Many writers complain about the dreaded and feared syndrome, but, “What is Writer’s Block?” It’s quite literally the state of being a writer experiences when they feel blocked from their literary creative outlet. Can’t think of anything. The story is stalled. Brain is fried. The well of creativity is dry. Unmotivated due to depression brought on by Writer’s Block. Can’t get off the couch. Uggghhhhh…. These are but a few things people spew in order to excuse themselves from their chosen profession for a while. But, does it actually exist?
Well, it’s perfectly natural to be stumped. Writing is a tough gig and one can easily become mentally fatigued after focusing for too long on the same subject. Even athletes who focus too long on their arms and chest must give their torso a rest from time to time. And just like the aforementioned athletes who must switch to their legs after wearing out their upper bodies, writers can often find a way through by changing to a different writing project for a time. (Before penning PRESENTING: THE AFTERMATH I’d been stumped on a different project. More on that later.)
Another famous cause of a creative slump is a difficult transition. Sometimes, even if everything has been properly outlined, making the transition from one story arc to the next can seem impossible. Notes on a board may seem to blur together when an author is stalled on how to execute their transitory turn-of-events or subjects. Mathematicians can often experience this type of stall during the execution of solving complex equations. Sometimes stepping away for a bit is the only option. But, what can come of giving up for a while? -The easy answer is a fresh perspective.
Long ago, I set about writing a book of poetry entitled HELL AND BACK: THE INSANITY BETWEEN. It was to show different stages of my life, a sort of biography in various poetic forms. I got stumped, but soldiered on. When I couldn’t think of what to write, I stopped and read a writing magazine. I decided to do the poetic challenges therein. These helped. The challenges gave me a structure. I came up with the topic and I was still churning along. I was not completing the book the exact way I’d wanted. But I was proud of myself for continuing nonetheless. (Though, functional alcoholism was starting to sound appealing.) This was my form of writer’s block. I was still doing the work, but the creative juices weren’t really flowing. Thankfully, a distraction from the book of poems dropped itself into my lap.
As any decent writer knows, one must read at least as much as they write if they want a chance to become a successful author. I’m a novice, by comparison to the greats, but I do adhere to their wisdom in the hopes of becoming great, myself. A friend dropped some Prepper pulp in my lap and asked me to read them. I did. I read loads of it, every story he handed me. Then, he dared me to write a *Prepper story of my own. (*A Prepper is someone who prepares for worst case scenarios -more details on this dare in the Afterward of my novel)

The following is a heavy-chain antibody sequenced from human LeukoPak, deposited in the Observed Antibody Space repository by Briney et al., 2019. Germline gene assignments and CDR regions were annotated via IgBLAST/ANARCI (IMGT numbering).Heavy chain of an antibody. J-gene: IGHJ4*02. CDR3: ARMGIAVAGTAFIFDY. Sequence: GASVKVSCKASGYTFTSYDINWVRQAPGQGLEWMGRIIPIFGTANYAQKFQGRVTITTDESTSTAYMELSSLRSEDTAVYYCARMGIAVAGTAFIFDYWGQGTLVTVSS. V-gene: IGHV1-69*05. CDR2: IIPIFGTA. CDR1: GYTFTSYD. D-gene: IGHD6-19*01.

If you’ve read my book, PRESENTING: THE AFTERMATH, you know what an action packed, comedic horror romp that above mentioned dare materialized into. What you may not know is that this provocation was merely to be a temporary distraction from my book of poems. What it turned into is a passion, the beginning of a trilogy! Yes, I’m still casually penning my epic book of poetry, but my block and the thing I was so stressed about writing ended up not meaning that much compared to the aberration that took me out of my creative funk.
If there is a point to this narrative, it is this: Be open. Even though you may feel like you’re on a creative hamster wheel, allow yourself the opportunity to be inspired.
Example: I did not have to read the pulp I was handed, I was in no way required to accept the ensuing dare. I allowed myself to explore a new topic believing I could somehow find motivation for my poetry. What I found instead was an inspiration for something I’m very happy with. Yes, I realize it’s not perfectly written; of course, it’s for a specific audience instead of appealing to the masses, but I’m extremely proud of how entertaining this beginning of a trilogy has become. I wish the same for all aspiring novelists.
My journey as a writer began with writing, developed into me following the advice of those smarter than myself, and is constantly evolving since I feel I should never stop learning. Can I be the next Stephen King? Fuck no! He’s a brilliant badass! But I can be the first me. We all start somewhere. My journey begins with the work ethic of my literary heroes and my willingness to be inspired every single day (even if I ever get stuck). What’s your journey like?